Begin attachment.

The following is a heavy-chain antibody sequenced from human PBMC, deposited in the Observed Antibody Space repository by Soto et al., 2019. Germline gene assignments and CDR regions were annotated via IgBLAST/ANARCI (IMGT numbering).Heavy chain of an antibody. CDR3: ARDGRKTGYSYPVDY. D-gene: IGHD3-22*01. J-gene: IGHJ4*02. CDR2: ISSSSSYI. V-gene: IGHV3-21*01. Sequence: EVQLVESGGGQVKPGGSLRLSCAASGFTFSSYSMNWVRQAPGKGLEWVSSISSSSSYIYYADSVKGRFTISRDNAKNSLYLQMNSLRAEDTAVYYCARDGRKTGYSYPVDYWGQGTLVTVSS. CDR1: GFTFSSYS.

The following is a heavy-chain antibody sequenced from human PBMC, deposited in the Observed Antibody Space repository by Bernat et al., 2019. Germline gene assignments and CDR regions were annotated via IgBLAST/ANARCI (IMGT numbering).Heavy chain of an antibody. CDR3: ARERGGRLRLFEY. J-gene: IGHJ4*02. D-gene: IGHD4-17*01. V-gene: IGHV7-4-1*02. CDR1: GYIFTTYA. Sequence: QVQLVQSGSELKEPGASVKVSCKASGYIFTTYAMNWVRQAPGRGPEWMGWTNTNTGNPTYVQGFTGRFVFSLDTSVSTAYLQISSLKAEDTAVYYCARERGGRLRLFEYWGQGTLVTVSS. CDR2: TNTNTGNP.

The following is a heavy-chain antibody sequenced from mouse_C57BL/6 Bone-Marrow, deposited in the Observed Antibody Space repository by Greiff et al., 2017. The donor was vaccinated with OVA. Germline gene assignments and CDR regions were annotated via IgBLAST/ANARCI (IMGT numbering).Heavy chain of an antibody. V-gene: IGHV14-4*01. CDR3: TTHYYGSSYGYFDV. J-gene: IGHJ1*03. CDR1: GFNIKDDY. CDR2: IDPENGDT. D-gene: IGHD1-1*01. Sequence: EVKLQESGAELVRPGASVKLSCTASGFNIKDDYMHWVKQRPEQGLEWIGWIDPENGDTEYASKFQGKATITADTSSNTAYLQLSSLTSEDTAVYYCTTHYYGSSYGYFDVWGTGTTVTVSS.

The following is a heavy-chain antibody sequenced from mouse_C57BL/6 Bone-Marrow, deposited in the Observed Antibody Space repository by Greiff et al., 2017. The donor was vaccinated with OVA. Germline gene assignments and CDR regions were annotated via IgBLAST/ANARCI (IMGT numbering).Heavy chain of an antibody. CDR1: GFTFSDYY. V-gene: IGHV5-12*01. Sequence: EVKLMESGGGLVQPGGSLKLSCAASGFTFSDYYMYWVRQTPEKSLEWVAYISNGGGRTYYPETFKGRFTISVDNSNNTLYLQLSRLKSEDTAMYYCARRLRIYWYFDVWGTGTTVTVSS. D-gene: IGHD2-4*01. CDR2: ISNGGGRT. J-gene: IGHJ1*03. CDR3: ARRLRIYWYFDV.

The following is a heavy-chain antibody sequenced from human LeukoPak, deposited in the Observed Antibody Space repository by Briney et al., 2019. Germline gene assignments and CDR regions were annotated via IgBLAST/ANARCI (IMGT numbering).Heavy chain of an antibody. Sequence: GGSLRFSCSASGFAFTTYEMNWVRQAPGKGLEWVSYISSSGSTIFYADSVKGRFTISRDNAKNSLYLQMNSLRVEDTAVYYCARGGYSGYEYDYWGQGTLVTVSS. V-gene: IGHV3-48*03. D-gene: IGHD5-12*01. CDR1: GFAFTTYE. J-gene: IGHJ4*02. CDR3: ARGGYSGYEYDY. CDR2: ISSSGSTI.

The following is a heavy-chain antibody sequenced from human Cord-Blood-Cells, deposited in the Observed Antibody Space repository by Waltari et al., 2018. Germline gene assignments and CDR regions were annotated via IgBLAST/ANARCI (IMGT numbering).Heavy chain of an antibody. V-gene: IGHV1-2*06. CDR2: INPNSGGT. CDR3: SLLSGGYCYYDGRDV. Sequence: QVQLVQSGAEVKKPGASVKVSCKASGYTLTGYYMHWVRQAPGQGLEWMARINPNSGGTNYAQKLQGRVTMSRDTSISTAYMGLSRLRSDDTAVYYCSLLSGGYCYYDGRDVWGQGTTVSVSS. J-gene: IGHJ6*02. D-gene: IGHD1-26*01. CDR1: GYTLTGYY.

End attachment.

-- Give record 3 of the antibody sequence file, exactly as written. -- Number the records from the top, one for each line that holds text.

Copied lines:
The following is a heavy-chain antibody sequenced from mouse_C57BL/6 Bone-Marrow, deposited in the Observed Antibody Space repository by Greiff et al., 2017. The donor was vaccinated with OVA. Germline gene assignments and CDR regions were annotated via IgBLAST/ANARCI (IMGT numbering).Heavy chain of an antibody. V-gene: IGHV14-4*01. CDR3: TTHYYGSSYGYFDV. J-gene: IGHJ1*03. CDR1: GFNIKDDY. CDR2: IDPENGDT. D-gene: IGHD1-1*01. Sequence: EVKLQESGAELVRPGASVKLSCTASGFNIKDDYMHWVKQRPEQGLEWIGWIDPENGDTEYASKFQGKATITADTSSNTAYLQLSSLTSEDTAVYYCTTHYYGSSYGYFDVWGTGTTVTVSS.